Life would have been much easier for Jeremiah if he did not take responsibility for his words. He was harassed, threatened, imprisoned, and abused because of his prophecies. He could have avoided most of this if he just "took back" his words and then didn't give any more of them. But Jeremiah could not do that--he knew that God had commissioned him to speak on His behalf. Jeremiah took ownership of the message that God gave Him. Part of that ownership was carrying a prayer and intercession burden for the people who were about to fall under God's hand of judgment. Part of that ownership was taking "heat" for the words he delivered.
In the end, the fact that Jeremiah took ownership of his words put him in a much better place than all of the rest of his countrymen. Everyone else went into captivity, but not Jeremiah. The conquering king set him free because Jeremiah had prophesied his victory over the Jews.
Establishing A Track Record
One of the reasons we don't give anonymous words is because the people who are judging/evaluating a word may need to look at the character of the person who gave that word. None of us are expected to be perfect. But people need to know who gave the word so they can look at what kind of person the giver is like. The are better able to trust our words when they see a godly character and lifestyle. They want to see that we walk in intimacy with God and that we are deeply committed to serving Him.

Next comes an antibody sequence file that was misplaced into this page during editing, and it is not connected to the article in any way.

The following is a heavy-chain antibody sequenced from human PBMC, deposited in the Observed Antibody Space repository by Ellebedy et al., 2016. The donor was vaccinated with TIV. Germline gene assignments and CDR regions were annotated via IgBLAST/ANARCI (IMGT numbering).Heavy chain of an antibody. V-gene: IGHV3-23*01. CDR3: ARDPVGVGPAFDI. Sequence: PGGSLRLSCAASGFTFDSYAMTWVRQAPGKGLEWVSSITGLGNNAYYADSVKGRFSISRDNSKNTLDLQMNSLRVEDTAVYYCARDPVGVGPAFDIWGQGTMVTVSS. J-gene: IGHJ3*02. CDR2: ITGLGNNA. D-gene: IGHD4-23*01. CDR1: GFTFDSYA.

I am very far from perfect--I still have my weaknesses and faults and I am still maturing in the Lord. But over time I have established a track record that permits people to trust my words. Some people tell me that they feel they can trust my words because they see God's anointing on them over and over again, and because I tend to give very accurate words. Others tell me that they trust my character and that makes them more willing to receive my words. Others perceive me to be God's faithful servant, and they know I respect God too much to misrepresent what He says.
Of course, my words need to be judged just like anyone else's words do. But in general people tend to be more wiling to receive my words now that I have established a track record in the prophetic than they did before they knew me.
If you don't already have one, then God wants you to establish a good track record as well. He wants people to know that you have a history of accurately representing what He says. You cannot establish any sort of prophetic track record if you give anonymous words.
God wants each of us to own the words that we speak on His behalf.